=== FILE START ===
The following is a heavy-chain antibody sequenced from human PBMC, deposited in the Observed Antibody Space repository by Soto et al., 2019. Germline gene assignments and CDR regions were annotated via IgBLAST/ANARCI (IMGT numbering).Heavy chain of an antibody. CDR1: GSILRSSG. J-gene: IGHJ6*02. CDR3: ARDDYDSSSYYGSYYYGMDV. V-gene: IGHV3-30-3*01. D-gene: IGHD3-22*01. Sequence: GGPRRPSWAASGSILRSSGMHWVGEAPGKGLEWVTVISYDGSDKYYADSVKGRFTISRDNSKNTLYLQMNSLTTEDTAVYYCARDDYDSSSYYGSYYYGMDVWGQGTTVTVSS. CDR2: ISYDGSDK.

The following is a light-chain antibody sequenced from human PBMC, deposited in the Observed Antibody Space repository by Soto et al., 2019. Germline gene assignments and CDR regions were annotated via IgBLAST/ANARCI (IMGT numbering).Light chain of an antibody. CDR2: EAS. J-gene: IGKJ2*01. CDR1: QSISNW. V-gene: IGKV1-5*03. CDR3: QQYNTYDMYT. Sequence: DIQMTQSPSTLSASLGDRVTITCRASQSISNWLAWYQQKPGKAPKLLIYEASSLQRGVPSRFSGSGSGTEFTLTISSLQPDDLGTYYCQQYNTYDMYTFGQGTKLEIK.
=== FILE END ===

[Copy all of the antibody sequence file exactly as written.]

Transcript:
The following is a heavy-chain antibody sequenced from human PBMC, deposited in the Observed Antibody Space repository by Soto et al., 2019. Germline gene assignments and CDR regions were annotated via IgBLAST/ANARCI (IMGT numbering).Heavy chain of an antibody. CDR1: GSILRSSG. J-gene: IGHJ6*02. CDR3: ARDDYDSSSYYGSYYYGMDV. V-gene: IGHV3-30-3*01. D-gene: IGHD3-22*01. Sequence: GGPRRPSWAASGSILRSSGMHWVGEAPGKGLEWVTVISYDGSDKYYADSVKGRFTISRDNSKNTLYLQMNSLTTEDTAVYYCARDDYDSSSYYGSYYYGMDVWGQGTTVTVSS. CDR2: ISYDGSDK.

The following is a light-chain antibody sequenced from human PBMC, deposited in the Observed Antibody Space repository by Soto et al., 2019. Germline gene assignments and CDR regions were annotated via IgBLAST/ANARCI (IMGT numbering).Light chain of an antibody. CDR2: EAS. J-gene: IGKJ2*01. CDR1: QSISNW. V-gene: IGKV1-5*03. CDR3: QQYNTYDMYT. Sequence: DIQMTQSPSTLSASLGDRVTITCRASQSISNWLAWYQQKPGKAPKLLIYEASSLQRGVPSRFSGSGSGTEFTLTISSLQPDDLGTYYCQQYNTYDMYTFGQGTKLEIK.